As part of its preparations, Campus Dining coordinated with key suppliers to ensure there was enough food—plus backup—to get through the pandemic. Campus Dining staff members also adopted CDC-recommended protocols, such as minimizing contact with food, enhancing cleaning procedures, and helping ensure safe meal service to all dining patrons. Some of those changes include switching completely to “to-go” orders, eliminating self-serve options, and creating tailored menus so patrons could be served quickly.
“Vanderbilt Campus Dining was able to move quickly to implement plans that we had discussed, practiced and planned for in advance. The team has really come together to make this happen,” says David ter Kuile, Campus Dining’s executive director for business services.
In addition to operating the two core dining facilities, Campus Dining partnered with the Office of the Dean of Students to develop and implement an SMS text message-based ordering system for students in quarantine and self-isolation. Students confined to their residence-hall rooms can text a unique code and order from a menu of options for breakfast, lunch and dinner. Meals are prepared by Campus Dining chefs and then delivered to student rooms.
Visual Aid: Researchers develop real-time maps of COVID-19 spread
When the first cases of COVID-19 were diagnosed in Tennessee, Natalie Robbins, a staff researcher with the Vanderbilt Initiative for Interdisciplinary Geospatial Research (VIIGR), was curious to see where the cases were across the state—and how they would spread.
“I was able to find maps that reported how many cases there were per state, such as Johns Hopkins’ global coronavirus map, but there was nothing out there showing county-level data,” says Robbins, who develops informatics techniques to analyze spatial data and environmental phenomena. “I knew it would be helpful for Tennesseans to see where the cases were relative to where they lived, so after a few days, I decided I would just build that map myself.”
The Tennessee COVID-19 map Robbins developed not only shows where the positive cases are across the state—drawn from the Tennessee Department of Health—but also provides the latest information on negative test results, as well as test results for non-Tennessee residents diagnosed here. In addition, the map provides metrics for each county that policymakers may find relevant to their public health efforts, including the number of families with children, percent elderly, percent eligible for federal nutrition assistance, percent uninsured, percent insured by Medicare and more.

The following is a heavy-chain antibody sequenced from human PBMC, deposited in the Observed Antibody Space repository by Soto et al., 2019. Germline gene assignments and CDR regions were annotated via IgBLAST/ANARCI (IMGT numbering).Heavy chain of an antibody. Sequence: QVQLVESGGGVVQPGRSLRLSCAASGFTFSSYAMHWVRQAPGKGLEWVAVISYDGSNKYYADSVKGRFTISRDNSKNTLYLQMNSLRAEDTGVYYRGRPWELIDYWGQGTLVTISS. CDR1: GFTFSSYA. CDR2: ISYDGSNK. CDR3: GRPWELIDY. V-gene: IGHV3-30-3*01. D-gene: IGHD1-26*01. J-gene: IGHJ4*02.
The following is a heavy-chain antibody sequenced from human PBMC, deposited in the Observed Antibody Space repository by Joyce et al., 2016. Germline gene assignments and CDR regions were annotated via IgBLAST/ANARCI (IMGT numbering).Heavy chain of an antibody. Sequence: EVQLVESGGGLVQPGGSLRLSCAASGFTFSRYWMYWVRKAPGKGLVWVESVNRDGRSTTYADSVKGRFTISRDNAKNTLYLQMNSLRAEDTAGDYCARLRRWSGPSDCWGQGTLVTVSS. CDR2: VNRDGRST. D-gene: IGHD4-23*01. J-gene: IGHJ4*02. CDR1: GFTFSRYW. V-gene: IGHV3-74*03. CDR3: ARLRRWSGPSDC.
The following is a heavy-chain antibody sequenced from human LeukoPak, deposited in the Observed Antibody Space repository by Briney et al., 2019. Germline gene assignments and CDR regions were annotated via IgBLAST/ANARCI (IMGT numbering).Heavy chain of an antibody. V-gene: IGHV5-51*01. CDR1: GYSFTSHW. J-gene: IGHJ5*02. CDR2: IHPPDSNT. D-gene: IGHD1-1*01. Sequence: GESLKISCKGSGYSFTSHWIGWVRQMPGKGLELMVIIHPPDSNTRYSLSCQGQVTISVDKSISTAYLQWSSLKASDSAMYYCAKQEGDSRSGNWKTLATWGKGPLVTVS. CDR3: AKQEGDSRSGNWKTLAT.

Steven Wernke, Joe B. Wyatt Distinguished University Professor, associate professor of anthropology, and director of VIIGR and Vanderbilt’s Spatial Analysis Research Laboratory (SARL), collaborated with Robbins on the map’s development. “Our hope here is not only that the public will be able to refer to this to stay informed, but that policymakers will use this information to identify areas of the state that may need extra support,” he says.
Inspired by Robbins’ efforts, anthropology Ph.D. student Gabriela Oré, MA’17—who normally spends her days as an archaeologist studying the Andes—decided to build a similar map for her native Peru.
“A map like this can help the public easily understand how this crisis is affecting their particular area.”
The Peru COVID-19 map provides the latest information from Peru’s Ministry of Health, which is updated daily. Not only does it include diagnostic data, but it also displays the severity of the disease in hospitalized patients, showing the rising demand for ventilator support. An accompanying chart also shows the rate of new diagnoses over time—making it possible to track the impact not only of the disease but of mitigation factors, like the implementation of social distancing orders.
“It can be difficult to comprehend the impact of something like this from a news report or a press conference,” Oré says. “A map like this can help the public easily understand how this crisis is affecting their particular area.”